Academic journal article Melbourne University Law Review

The Crown's Radical Title and Native Title: Lessons from the Sea

Academic journal article Melbourne University Law Review

The Crown's Radical Title and Native Title: Lessons from the Sea

Article excerpt

[The High Court's decision in Commonwealth v Yarmirr raised the important question of whether the Crown's acquisition of sovereignty over the territorial sea was accompanied by the vesting of radical title which could thus be burdened by native title. Prior to this decision, the High Court in Commonwealth v WMC Resources Ltd had considered the Crown 'S title to the continental shelf beyond the territorial sea and, in doing so, declared that the Crown's radical title does not exist below low-water mark. Consequently, in Yarmirr, the majority of the High Court drew a distinction between the Crown's radical title to land and the Crown's 'sovereign rights and interests' to the territorial sea. Nevertheless, the Yarmirr High Court indicated, without deciding, that as a result of legislation effecting the offshore constitutional settlement, radical title may now be the appropriate 'tool' with which to analyse the Crown's rights to the territorial sea. Indeed, as a member of the Full Federal Court in Yarmirr, Merkel J specifically referred to Brennan Cd's key reference to radical title in WMC, and suggested that the two concepts, radical title and 'sovereign rights and interests', are analogous. This two part article, therefore, examines the legal nature of the Crown's title to the sea (including the intertidal zone and the territorial sea as well as the continental shelf and the Exclusive Economic Zone beyond the territorial sea) to determine whether any analogy can be drawn between such title and the Crown's title to land. Part One considers the position before the High Court 's decision in Yarmirr and Part Two examines the Yarmirr High Court decision and beyond, including the Federal Court decisions in Lardil Peoples v Queensland, Gumana v Northern Territory and Akiba v Queensland [No 2]. The decisions considered in Part Two are significant from a native title perspective because they have consistently denied recognition of exclusive native title rights to the sea on the basis that these rights are inconsistent with the public rights of fishing and navigation. It will be seen, however, that both authority and sound legal principle support recognition of exclusive native title rights to the sea, including the intertidal zone and Exclusive Economic Zone.]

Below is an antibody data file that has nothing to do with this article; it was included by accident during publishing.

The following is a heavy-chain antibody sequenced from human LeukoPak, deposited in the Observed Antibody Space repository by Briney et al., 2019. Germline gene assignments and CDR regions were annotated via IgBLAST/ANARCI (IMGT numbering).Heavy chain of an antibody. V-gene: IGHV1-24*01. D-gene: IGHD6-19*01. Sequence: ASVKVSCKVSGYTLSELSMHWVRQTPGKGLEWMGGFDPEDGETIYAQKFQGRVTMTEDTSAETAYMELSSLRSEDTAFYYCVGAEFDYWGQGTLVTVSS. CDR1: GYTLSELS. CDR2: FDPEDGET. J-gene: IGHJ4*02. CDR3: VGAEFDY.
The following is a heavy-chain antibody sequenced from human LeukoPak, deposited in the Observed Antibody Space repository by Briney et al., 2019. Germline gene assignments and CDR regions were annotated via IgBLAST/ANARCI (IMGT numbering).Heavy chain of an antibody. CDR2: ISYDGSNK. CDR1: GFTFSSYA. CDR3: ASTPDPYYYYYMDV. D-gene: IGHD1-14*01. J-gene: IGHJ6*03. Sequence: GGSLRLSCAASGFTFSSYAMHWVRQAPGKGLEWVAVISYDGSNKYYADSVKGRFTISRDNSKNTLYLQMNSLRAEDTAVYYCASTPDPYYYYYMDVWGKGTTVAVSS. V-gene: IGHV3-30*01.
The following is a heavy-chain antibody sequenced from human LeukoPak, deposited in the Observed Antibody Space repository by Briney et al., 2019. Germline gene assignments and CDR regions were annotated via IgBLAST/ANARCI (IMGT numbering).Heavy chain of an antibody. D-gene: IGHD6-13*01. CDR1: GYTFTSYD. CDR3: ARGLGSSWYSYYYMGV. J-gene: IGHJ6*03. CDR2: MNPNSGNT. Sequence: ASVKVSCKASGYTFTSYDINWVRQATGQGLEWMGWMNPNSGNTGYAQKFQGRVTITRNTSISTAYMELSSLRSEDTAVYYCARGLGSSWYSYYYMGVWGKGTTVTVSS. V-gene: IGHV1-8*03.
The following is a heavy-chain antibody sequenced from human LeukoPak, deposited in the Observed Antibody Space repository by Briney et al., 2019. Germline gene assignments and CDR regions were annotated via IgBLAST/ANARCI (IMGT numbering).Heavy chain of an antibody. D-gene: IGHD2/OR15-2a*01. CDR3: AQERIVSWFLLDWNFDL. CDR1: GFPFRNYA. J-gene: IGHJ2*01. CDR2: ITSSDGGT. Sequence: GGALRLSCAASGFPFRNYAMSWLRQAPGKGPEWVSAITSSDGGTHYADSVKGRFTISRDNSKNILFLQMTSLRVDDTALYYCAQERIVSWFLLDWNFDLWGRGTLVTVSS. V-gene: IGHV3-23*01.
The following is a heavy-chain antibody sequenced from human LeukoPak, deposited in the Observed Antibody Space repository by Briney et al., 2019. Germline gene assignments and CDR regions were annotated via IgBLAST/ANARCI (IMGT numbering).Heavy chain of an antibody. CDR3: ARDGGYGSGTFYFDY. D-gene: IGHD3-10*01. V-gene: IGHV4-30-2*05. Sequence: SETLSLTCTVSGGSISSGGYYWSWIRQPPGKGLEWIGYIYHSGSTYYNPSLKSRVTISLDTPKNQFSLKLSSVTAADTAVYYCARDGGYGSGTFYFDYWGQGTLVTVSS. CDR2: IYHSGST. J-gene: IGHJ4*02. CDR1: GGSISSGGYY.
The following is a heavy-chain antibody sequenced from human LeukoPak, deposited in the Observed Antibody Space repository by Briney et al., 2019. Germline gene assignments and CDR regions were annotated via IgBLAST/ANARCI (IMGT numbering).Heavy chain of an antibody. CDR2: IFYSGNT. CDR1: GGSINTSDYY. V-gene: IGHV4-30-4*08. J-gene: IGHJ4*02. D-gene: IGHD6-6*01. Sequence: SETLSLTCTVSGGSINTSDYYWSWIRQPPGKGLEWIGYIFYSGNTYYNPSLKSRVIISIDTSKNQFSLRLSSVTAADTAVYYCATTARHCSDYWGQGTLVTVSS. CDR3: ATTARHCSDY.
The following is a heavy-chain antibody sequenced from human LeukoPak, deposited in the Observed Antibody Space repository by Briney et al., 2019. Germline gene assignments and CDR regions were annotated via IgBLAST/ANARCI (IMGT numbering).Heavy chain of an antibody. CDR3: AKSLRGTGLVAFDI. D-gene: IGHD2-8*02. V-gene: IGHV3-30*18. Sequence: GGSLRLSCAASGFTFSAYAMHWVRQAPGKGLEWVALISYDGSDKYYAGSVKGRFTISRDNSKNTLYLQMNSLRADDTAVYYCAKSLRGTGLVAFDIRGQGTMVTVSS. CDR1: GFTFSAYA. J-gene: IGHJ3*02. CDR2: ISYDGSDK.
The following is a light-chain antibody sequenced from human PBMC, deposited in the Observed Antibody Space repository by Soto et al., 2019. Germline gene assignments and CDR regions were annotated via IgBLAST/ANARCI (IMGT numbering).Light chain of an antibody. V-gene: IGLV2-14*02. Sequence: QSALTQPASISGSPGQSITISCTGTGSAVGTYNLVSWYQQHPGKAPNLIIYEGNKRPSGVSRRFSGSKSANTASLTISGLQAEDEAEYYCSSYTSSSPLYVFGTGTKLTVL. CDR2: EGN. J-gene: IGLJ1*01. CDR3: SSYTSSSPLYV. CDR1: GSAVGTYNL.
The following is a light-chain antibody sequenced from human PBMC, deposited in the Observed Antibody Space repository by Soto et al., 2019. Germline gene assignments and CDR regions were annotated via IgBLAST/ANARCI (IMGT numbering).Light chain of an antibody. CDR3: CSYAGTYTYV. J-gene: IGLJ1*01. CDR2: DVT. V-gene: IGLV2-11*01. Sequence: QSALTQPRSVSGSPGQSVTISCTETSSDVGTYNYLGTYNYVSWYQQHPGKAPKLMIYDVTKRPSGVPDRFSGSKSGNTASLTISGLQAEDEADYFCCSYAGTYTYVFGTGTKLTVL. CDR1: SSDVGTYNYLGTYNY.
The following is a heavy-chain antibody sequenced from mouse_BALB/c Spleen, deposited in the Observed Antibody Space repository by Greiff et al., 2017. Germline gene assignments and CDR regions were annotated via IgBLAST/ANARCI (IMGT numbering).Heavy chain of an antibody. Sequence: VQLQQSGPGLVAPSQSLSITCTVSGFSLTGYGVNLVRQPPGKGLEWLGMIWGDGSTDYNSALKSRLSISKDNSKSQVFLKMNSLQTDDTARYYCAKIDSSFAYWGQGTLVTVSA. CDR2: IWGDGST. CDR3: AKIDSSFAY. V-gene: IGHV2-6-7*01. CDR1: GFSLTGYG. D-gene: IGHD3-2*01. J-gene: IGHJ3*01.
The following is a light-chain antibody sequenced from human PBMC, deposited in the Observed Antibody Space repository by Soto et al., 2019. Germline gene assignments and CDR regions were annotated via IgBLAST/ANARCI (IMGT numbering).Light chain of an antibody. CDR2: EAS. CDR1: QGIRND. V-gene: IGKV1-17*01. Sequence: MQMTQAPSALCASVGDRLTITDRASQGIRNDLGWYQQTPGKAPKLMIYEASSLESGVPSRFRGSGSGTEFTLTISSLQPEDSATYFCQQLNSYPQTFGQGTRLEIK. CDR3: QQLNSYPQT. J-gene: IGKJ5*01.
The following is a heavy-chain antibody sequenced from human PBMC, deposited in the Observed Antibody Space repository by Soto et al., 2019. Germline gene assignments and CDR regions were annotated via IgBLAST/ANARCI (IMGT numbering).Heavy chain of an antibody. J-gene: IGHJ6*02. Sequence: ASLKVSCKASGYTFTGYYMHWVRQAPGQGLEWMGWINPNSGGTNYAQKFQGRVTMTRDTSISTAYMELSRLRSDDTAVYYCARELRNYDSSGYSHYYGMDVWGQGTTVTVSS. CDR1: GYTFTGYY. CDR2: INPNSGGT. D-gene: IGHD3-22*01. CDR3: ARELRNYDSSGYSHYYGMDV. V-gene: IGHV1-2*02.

CONTENTS

  I Introduction
 II The Concept of Radical Title
III The Crown's Title to the Territorial Seabed and Beyond: The
    Position before Mabo
 IV The Crown's Title to the Territorial Seabed and Beyond
    Post-Mabo: WMC and Yarmirr FCAFC
    A WMC: Brennan CYs Judgment--Radical Title versus Statutory
      Sovereign Rights
    B Yarmirr FCAFC
      1 The Majority: Statutory Extension of Radical Title and
        Selective Operation of the Common Law
      2 Merkel J: Common Law Sovereign Rights Equivalent to
        Radical Title
    C WMC: The Other High Court Judges--Common Law Extension of
      Radical Title to the Territorial Sea
  V Summary

I INTRODUCTION

This article examines the legal nature of the Crown's title to the sea, including the intertidal zone, (1) the territorial sea and both the Exclusive Economic Zone and continental shelf beyond the territorial sea, (2) to determine whether any analogy can be drawn between such title and the Crown's radical title to land. The principal question sought to be answered is: does the juridical nature of the title acquired by the Crown upon acquisition of sovereignty beyond high and low-water mark, and its concomitant effect on native title, assist in elaborating the nature of the title acquired by the Crown upon acquisition of sovereignty over land? Two fundamental propositions emerge. First, the Crown's title derived from sovereignty, whether to land or to the sea, is analogous and should therefore operate equally in relation to native title. Secondly, and contributing to a paradigm shift in the conventional understanding of native title, it may be possible to recognise exclusive native title rights to the sea. …

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